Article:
Mind Springs loses state contract for behavioral health crisis services | VailDaily.com

Mind Springs loses state contract for behavioral health crisis services

By Bryce Martin
Sky-Hi News editor
Mind Springs Health lost its contract to provide emergency crisis services with the state of Colorado.
Bryce Martin | Sky-Hi News

EAGLE COUNTY — Mind Springs Health was dealt a severe blow to its community crisis services this week with the announcement that the state of Colorado would transition away from using the mental health care company effective July 1.

That action has verberated across the Western Slope’s behavioral health system, but Eagle County is better positioned than its neighbors to weather the change.

In just 10 days, Rocky Mountain Health Plans will assume responsibilities for crisis services for the entire Western Slope, which will now encompass 22 counties. Rocky Mountain Health Plans, however, does not maintain infrastructure within the majority of the area.

Since 2014, Mind Springs Health, which operates clinics in Vail and Eagle, has held a contract with the state to provide mobile and walk-in crisis services across its 10-county service area. However, beginning in October 2018, Eagle County launched a co-response program with the newly created Hope Center of Eagle Valley for crisis response.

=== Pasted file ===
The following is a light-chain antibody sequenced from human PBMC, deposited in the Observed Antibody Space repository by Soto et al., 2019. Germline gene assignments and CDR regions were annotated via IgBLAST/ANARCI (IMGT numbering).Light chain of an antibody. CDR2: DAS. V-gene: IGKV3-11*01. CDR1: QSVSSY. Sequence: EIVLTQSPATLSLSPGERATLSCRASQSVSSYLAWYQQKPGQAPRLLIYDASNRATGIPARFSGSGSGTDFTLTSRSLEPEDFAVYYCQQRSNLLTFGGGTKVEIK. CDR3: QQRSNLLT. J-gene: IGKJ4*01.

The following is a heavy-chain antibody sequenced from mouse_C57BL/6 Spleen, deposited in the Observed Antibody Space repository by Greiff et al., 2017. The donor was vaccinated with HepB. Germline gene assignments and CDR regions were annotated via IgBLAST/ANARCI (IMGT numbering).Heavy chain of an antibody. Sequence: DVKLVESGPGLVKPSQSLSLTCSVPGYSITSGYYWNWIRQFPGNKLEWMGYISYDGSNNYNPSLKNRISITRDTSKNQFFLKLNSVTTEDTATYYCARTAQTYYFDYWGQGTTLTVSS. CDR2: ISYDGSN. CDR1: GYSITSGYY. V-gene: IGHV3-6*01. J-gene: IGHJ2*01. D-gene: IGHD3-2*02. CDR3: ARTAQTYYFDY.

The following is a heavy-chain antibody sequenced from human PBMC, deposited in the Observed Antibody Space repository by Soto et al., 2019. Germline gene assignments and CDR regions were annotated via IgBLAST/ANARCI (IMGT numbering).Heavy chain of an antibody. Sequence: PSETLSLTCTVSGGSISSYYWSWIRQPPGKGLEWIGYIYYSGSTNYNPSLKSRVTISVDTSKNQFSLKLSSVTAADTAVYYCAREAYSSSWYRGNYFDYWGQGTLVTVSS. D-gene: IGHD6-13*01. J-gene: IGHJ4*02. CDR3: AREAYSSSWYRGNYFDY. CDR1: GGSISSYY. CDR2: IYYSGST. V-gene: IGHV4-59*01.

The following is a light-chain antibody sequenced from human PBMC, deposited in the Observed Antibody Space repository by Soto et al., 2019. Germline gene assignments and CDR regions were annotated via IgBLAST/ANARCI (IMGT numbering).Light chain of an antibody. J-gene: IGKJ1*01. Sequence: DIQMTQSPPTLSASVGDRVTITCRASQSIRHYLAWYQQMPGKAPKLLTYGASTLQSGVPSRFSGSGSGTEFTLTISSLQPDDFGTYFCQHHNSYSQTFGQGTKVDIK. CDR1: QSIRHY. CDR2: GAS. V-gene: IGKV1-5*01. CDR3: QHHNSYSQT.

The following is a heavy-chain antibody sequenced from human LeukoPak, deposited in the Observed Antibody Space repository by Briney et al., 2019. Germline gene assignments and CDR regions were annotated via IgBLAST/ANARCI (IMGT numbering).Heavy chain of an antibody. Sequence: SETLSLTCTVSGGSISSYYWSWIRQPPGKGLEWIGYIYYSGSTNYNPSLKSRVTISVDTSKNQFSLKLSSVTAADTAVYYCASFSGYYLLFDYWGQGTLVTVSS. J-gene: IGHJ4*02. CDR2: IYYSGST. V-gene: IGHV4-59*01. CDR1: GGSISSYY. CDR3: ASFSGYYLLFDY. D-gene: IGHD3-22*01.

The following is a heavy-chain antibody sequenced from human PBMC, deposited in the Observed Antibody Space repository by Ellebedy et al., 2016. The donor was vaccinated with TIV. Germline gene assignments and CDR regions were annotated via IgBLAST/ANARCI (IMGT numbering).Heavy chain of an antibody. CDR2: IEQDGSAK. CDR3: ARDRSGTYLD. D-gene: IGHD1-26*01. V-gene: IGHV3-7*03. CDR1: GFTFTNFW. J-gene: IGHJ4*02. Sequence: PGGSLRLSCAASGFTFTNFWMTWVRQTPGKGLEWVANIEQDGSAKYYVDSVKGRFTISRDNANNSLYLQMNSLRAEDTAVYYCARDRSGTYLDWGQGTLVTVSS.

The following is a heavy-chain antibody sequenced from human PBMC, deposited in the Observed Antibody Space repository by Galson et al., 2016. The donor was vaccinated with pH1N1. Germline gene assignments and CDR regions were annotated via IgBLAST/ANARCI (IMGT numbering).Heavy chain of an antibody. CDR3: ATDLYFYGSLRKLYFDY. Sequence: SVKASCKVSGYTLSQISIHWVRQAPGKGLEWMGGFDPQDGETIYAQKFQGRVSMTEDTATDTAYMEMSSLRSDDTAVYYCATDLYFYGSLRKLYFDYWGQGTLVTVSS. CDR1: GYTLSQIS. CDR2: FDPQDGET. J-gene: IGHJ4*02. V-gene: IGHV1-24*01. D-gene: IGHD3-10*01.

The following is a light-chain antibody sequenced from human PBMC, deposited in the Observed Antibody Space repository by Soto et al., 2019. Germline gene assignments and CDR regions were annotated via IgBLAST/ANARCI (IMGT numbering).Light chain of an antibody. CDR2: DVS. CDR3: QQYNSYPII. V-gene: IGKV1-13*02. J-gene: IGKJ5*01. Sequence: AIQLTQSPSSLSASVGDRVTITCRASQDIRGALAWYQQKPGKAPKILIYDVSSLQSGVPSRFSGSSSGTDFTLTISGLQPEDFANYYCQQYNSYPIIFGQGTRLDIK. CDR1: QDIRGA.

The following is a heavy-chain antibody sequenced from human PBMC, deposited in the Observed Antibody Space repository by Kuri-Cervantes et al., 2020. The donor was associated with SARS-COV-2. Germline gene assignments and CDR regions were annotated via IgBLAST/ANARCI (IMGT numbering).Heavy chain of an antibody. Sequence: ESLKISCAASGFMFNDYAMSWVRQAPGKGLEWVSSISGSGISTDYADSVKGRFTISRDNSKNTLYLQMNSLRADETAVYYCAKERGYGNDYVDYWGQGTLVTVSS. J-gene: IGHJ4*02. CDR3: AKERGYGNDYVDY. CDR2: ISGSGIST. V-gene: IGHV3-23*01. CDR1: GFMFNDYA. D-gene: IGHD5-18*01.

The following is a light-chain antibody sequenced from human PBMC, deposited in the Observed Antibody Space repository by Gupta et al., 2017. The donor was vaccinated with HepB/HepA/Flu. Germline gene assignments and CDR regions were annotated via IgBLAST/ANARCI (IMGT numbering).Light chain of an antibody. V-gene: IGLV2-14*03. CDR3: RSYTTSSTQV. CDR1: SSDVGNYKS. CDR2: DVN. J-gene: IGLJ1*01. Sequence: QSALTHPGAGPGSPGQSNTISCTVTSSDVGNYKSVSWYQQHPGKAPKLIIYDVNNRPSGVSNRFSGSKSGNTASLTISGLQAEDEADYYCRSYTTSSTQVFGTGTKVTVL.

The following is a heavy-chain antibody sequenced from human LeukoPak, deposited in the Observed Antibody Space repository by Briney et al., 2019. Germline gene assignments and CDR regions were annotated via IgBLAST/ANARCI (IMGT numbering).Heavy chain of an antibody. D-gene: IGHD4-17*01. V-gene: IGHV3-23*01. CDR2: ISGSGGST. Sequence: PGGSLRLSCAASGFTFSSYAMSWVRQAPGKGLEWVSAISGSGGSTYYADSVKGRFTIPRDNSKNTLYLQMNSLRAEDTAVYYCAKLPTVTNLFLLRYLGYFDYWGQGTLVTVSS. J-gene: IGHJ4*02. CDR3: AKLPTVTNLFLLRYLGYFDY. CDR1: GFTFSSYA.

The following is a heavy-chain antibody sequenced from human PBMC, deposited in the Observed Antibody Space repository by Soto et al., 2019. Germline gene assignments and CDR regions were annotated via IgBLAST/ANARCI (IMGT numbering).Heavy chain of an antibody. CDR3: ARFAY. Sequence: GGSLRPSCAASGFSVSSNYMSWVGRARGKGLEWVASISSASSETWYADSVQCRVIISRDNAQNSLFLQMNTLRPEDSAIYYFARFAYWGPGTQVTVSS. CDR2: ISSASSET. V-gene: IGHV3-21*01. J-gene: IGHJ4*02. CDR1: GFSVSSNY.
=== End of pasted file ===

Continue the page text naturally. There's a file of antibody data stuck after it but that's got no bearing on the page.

“Effective July 1st, the Hope Center will be the primary provider of mobile crisis response in Eagle County,” said Chris Lindley, who has been named executive director of a newly created nonprofit organization called Eagle Valley Behavioral Health.

“The co-response crisis model is designed to treat people in their home and prevent transportation to the hospital or jail if possible,” Lindley said. “This model has been extremely effective and well received by the community and the partners. Since October, this model has reduced transports to the hospital and jail by over 76%, saving patients thousands of dollars and treating them in a more appropriate environment. It also allows first responders the ability to get back in the field serving the community while trained behavioral health clinicians work with patients in their homes.”

Mind Springs will continue to provide follow-up care in the community by operating clinics and providing behavioral health services, noted Sharon Raggio, Mind Springs Health President and CEO.

For Mind Springs clinic patients, there will be no change to outpatient services. However, emergency services will only be available to clients.

“Certainly, this is a change for us,” Raggio said. “But we will continue to offer counseling services to the people we see in our offices.”

The area in red, which encompasses 22 counties on the western slope, is the new area that will be serviced, as of July 1, by Rocky Mountain Health Plans.

Mental health funding

Raggio noted that Mind Springs is currently discussing methods to continue offering crisis service in Western Colorado communities that have no alternative programs available after the July 1 date. She said that while behavioral health awareness, and the need for additional services, has increased across the state and the nation, funding has not.